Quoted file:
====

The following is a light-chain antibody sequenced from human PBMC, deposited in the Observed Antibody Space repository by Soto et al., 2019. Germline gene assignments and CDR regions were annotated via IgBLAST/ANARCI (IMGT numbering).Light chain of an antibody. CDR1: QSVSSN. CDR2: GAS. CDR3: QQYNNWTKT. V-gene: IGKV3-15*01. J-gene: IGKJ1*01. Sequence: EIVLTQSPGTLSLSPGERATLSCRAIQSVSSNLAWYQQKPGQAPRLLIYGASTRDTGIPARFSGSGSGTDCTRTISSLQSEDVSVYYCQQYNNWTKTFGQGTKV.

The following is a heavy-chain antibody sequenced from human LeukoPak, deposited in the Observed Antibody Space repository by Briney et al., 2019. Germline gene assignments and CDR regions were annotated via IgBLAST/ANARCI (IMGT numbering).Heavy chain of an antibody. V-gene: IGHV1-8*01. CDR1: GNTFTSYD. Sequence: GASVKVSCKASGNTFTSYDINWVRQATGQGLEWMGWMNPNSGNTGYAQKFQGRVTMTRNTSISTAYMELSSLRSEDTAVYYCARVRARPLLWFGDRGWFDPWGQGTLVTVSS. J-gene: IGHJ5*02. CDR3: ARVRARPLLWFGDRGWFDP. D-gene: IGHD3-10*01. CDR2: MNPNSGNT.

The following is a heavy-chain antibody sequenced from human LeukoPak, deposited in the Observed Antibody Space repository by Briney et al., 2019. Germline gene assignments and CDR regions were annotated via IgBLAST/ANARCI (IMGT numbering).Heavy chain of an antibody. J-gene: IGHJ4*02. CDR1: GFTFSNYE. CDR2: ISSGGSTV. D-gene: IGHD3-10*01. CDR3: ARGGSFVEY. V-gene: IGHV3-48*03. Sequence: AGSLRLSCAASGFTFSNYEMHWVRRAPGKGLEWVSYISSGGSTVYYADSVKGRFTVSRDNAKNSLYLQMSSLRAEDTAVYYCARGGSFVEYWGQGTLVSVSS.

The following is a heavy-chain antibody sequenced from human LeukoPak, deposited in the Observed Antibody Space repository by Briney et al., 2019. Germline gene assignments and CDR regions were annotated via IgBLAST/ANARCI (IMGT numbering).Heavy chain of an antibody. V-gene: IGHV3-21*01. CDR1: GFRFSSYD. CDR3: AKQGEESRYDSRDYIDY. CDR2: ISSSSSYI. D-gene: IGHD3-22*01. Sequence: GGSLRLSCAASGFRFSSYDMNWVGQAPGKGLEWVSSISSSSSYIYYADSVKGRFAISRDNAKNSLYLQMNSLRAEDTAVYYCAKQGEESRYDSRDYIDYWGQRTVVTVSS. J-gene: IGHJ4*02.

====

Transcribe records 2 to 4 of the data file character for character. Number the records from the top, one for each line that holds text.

The following is a heavy-chain antibody sequenced from human LeukoPak, deposited in the Observed Antibody Space repository by Briney et al., 2019. Germline gene assignments and CDR regions were annotated via IgBLAST/ANARCI (IMGT numbering).Heavy chain of an antibody. V-gene: IGHV1-8*01. CDR1: GNTFTSYD. Sequence: GASVKVSCKASGNTFTSYDINWVRQATGQGLEWMGWMNPNSGNTGYAQKFQGRVTMTRNTSISTAYMELSSLRSEDTAVYYCARVRARPLLWFGDRGWFDPWGQGTLVTVSS. J-gene: IGHJ5*02. CDR3: ARVRARPLLWFGDRGWFDP. D-gene: IGHD3-10*01. CDR2: MNPNSGNT.

The following is a heavy-chain antibody sequenced from human LeukoPak, deposited in the Observed Antibody Space repository by Briney et al., 2019. Germline gene assignments and CDR regions were annotated via IgBLAST/ANARCI (IMGT numbering).Heavy chain of an antibody. J-gene: IGHJ4*02. CDR1: GFTFSNYE. CDR2: ISSGGSTV. D-gene: IGHD3-10*01. CDR3: ARGGSFVEY. V-gene: IGHV3-48*03. Sequence: AGSLRLSCAASGFTFSNYEMHWVRRAPGKGLEWVSYISSGGSTVYYADSVKGRFTVSRDNAKNSLYLQMSSLRAEDTAVYYCARGGSFVEYWGQGTLVSVSS.

The following is a heavy-chain antibody sequenced from human LeukoPak, deposited in the Observed Antibody Space repository by Briney et al., 2019. Germline gene assignments and CDR regions were annotated via IgBLAST/ANARCI (IMGT numbering).Heavy chain of an antibody. V-gene: IGHV3-21*01. CDR1: GFRFSSYD. CDR3: AKQGEESRYDSRDYIDY. CDR2: ISSSSSYI. D-gene: IGHD3-22*01. Sequence: GGSLRLSCAASGFRFSSYDMNWVGQAPGKGLEWVSSISSSSSYIYYADSVKGRFAISRDNAKNSLYLQMNSLRAEDTAVYYCAKQGEESRYDSRDYIDYWGQRTVVTVSS. J-gene: IGHJ4*02.